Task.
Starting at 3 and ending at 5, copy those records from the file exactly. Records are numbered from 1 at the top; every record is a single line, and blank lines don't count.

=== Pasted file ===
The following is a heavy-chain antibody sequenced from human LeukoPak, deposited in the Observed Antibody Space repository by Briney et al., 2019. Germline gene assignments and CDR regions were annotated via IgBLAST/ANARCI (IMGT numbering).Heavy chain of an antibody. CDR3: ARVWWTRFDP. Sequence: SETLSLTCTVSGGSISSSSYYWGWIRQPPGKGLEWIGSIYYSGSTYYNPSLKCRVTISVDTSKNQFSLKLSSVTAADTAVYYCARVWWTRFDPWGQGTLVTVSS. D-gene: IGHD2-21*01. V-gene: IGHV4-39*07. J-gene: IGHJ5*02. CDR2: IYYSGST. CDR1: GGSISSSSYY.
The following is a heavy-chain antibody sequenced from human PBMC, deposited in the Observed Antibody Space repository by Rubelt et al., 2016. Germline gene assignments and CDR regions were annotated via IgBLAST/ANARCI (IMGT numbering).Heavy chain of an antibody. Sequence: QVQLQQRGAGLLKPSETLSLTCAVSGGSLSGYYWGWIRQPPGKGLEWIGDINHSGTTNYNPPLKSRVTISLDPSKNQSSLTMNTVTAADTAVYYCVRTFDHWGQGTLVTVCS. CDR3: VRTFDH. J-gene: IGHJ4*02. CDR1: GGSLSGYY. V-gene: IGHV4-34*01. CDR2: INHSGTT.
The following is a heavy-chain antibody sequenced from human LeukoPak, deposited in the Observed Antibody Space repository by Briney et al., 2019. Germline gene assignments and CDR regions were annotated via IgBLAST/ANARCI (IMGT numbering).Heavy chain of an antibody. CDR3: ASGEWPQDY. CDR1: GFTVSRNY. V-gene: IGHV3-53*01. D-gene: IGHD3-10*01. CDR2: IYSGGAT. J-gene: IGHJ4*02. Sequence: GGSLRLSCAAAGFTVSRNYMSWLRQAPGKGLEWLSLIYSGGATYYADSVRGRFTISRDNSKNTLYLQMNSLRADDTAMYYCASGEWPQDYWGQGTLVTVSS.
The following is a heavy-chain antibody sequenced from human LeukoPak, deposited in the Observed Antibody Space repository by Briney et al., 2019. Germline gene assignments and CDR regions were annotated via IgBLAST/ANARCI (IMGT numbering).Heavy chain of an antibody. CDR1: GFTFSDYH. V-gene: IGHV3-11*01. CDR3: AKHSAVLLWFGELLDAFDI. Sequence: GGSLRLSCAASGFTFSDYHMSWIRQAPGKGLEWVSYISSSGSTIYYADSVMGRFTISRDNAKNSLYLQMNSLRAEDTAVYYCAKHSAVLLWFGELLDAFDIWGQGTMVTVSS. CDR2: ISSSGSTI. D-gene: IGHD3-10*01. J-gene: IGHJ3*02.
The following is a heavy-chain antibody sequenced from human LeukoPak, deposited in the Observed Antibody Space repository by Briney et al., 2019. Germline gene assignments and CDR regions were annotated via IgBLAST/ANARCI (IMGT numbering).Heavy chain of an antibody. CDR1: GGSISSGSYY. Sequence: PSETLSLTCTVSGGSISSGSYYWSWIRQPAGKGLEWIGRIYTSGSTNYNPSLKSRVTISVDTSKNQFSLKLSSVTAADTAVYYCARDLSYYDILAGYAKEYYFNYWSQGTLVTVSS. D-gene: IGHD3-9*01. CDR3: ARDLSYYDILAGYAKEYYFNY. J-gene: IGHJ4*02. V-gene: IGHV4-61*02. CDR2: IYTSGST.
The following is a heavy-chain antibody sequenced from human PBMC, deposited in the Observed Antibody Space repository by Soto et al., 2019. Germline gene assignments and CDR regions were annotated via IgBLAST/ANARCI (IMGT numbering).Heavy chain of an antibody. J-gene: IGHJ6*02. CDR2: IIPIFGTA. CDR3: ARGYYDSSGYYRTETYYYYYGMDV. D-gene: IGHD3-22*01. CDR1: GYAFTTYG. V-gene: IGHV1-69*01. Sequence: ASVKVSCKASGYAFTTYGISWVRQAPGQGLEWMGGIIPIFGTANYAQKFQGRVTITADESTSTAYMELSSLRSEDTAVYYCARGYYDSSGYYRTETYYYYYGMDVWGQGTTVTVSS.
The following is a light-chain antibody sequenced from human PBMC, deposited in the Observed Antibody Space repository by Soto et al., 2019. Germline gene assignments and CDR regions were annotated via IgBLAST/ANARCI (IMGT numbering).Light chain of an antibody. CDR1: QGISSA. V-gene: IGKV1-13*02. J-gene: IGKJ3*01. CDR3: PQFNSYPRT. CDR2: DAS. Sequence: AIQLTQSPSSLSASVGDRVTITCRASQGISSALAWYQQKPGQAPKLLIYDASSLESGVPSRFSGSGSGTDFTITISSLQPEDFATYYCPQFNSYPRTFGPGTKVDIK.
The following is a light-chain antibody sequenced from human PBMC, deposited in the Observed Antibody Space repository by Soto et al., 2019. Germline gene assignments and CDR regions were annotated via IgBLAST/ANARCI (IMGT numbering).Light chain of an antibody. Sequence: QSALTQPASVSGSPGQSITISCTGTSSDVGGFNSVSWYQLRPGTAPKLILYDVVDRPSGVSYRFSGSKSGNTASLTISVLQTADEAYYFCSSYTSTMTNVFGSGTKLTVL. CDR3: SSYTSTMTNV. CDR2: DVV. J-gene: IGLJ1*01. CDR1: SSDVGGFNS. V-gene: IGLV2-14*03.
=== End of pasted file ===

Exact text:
The following is a heavy-chain antibody sequenced from human LeukoPak, deposited in the Observed Antibody Space repository by Briney et al., 2019. Germline gene assignments and CDR regions were annotated via IgBLAST/ANARCI (IMGT numbering).Heavy chain of an antibody. CDR3: ASGEWPQDY. CDR1: GFTVSRNY. V-gene: IGHV3-53*01. D-gene: IGHD3-10*01. CDR2: IYSGGAT. J-gene: IGHJ4*02. Sequence: GGSLRLSCAAAGFTVSRNYMSWLRQAPGKGLEWLSLIYSGGATYYADSVRGRFTISRDNSKNTLYLQMNSLRADDTAMYYCASGEWPQDYWGQGTLVTVSS.
The following is a heavy-chain antibody sequenced from human LeukoPak, deposited in the Observed Antibody Space repository by Briney et al., 2019. Germline gene assignments and CDR regions were annotated via IgBLAST/ANARCI (IMGT numbering).Heavy chain of an antibody. CDR1: GFTFSDYH. V-gene: IGHV3-11*01. CDR3: AKHSAVLLWFGELLDAFDI. Sequence: GGSLRLSCAASGFTFSDYHMSWIRQAPGKGLEWVSYISSSGSTIYYADSVMGRFTISRDNAKNSLYLQMNSLRAEDTAVYYCAKHSAVLLWFGELLDAFDIWGQGTMVTVSS. CDR2: ISSSGSTI. D-gene: IGHD3-10*01. J-gene: IGHJ3*02.
The following is a heavy-chain antibody sequenced from human LeukoPak, deposited in the Observed Antibody Space repository by Briney et al., 2019. Germline gene assignments and CDR regions were annotated via IgBLAST/ANARCI (IMGT numbering).Heavy chain of an antibody. CDR1: GGSISSGSYY. Sequence: PSETLSLTCTVSGGSISSGSYYWSWIRQPAGKGLEWIGRIYTSGSTNYNPSLKSRVTISVDTSKNQFSLKLSSVTAADTAVYYCARDLSYYDILAGYAKEYYFNYWSQGTLVTVSS. D-gene: IGHD3-9*01. CDR3: ARDLSYYDILAGYAKEYYFNY. J-gene: IGHJ4*02. V-gene: IGHV4-61*02. CDR2: IYTSGST.